Veteran health care wait-time data lacks reliability and accuracy, feds say

8 On Your Side

TAMPA, Fla. (WFLA) – A government agency asserts that the system for calculating veteran health care wait-times lacks reliability and accuracy, supporting details revealed in an 8 On Your Side investigation and echoing criticism from VA watchdogs.

A new report by the Government Accountability Office questioned the metrics used by Veterans Affairs for wait-time records and recommended ways to improve the reliability of the data.

VA facility wait-times are the foundation of the 2019 Mission Act and Community Care that allows outside treatment for patients who wait longer than 20 days for primary, mental and extended care, and 28 days for specialty care. 

“It is blatantly obvious that the VA is failing to follow the law.”

Jimmie Smith – Concerned Veterans for America

Air Force Veteran Darin Selnick, the senior advisor for Concerned Veterans For America, helped write the Mission Act that called for starting the Community Care clock on the “date of request” for an appointment by the veteran. Selnick claims the VA has been “gaming the system” and the data to block veterans from qualifying for private sector treatment.

“You go on the website and it says this particular facility has a short wait-time. It’s just not true,” Selnick said. “Or at least, we don’t know what the truth is because we can’t get an actual wait-time based on date of request.”

The 22-page GAO report covered a number of VA topics, focusing on wait-time measures in a section on “Timely Health Care.”

“Although VA has requested closure of our recommendation to improve the reliability of wait-time measures,” the report states. “We continue to believe that additional actions are necessary.”

The GAO reported concerns about ensuring “the reliability of [VA] wait-time data,” and stated the VA itself “was unable to evaluate the accuracy” of wait-times in a February 2019 internal audit.

The report, released May 10, also called into question when the VA starts the clock.

“Specifically, VA’s desired date field – intended to be the date on which the patient or provider wants the patient to be seen – is subject to interpretation, which poses concerns for the reliability of wait-time measures,” the report states.

Selnick has said interpretation instead of following the regulation is how the VA is “cooking the books.”

VA spokesperson Randal Noller said the agency is reviewing GAO’s current recommendations, but added the average wait-times referred to in the report are not used to determine Community Care eligibility.

“Since VA implemented the MISSION Act in June 2019, more than 3 million Veterans have received care through our community networks including through the use of expanded Emergency Department and Urgent Care options,” Noller said.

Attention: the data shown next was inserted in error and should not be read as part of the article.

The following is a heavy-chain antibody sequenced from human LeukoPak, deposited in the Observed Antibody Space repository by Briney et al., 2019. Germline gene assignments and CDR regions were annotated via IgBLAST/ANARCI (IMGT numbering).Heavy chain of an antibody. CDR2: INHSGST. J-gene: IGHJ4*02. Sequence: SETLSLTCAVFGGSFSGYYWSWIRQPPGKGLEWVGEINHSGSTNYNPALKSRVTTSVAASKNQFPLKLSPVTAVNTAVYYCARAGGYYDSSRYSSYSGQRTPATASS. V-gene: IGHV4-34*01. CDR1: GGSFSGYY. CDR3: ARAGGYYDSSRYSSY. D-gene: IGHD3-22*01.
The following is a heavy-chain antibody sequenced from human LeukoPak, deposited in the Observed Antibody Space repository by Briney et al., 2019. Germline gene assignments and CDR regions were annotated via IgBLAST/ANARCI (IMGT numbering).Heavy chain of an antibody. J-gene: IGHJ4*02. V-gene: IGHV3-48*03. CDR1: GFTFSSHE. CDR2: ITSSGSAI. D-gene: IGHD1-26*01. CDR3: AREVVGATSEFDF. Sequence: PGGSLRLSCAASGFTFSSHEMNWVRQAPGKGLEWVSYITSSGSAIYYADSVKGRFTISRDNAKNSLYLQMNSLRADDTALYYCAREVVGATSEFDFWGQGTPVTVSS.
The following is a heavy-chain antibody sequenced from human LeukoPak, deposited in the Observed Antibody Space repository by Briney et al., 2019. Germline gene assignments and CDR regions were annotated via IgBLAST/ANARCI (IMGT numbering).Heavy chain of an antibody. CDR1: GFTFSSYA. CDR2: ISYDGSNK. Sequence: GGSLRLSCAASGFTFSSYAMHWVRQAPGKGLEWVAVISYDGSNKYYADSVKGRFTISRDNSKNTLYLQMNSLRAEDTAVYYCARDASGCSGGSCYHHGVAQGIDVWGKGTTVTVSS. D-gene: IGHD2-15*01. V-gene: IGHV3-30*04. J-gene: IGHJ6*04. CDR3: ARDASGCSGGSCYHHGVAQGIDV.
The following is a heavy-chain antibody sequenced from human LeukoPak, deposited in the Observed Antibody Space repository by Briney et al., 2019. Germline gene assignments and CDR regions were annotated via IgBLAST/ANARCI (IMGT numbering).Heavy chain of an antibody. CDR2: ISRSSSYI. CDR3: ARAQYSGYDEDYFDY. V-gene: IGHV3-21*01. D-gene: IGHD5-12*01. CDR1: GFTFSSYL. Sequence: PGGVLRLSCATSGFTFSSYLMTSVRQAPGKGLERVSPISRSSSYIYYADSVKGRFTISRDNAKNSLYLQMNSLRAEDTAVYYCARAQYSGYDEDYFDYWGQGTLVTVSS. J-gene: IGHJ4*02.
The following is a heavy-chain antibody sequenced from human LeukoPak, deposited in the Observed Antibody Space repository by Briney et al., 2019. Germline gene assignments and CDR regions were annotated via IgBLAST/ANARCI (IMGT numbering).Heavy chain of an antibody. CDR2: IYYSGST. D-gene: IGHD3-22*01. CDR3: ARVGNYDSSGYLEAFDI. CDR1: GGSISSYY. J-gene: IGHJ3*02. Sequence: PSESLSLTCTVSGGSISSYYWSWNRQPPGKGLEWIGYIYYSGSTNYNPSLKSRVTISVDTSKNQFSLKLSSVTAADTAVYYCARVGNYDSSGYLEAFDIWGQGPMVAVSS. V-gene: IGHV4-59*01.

According to data received in 8 in a records request, less than 8 percent of Bay Area VA network patients were offered Community Care last year.

An 8 On Your Side public records request showed the calendar starts rolling on the “Patient Preferred Date,” defined in one document as the date preferred by the VA.

When we asked why it’s not started on the date a patient requests an appointment as in the “date of request,” a spokesperson responded in an email, “Patient Preferred Date is the same as date of request.”

Not according to Selnick and other watchdogs.

Noller said VA determines each Veteran’s wait-time eligibility by counting days “from the time care is requested to the time it can be delivered.”

But as the GAO questions the VA data, Concerned Veterans for America’s Florida Director Jimmie Smith continues to push for improvements.

“Between the 2019-2020 annual audit, the COVID response audit and this GAO report it is blatantly obvious that the VA is failing to follow the law.” Smith said. “Until there is full implementation of the Mission act and other laws, this scathing report and the others will only continue to prove that the only answer is to make choice for veterans the priority.”

The recommended changes in the report include clarifying the scheduling policy, identifying clearer wait-time measures that are not subject to interpretation and establishing a policy for oversight of medical centers.

The report also said while the 77 percent of GAO recommendations made four years ago were implemented by the VA, 233 recommendations have been shelved as of May.

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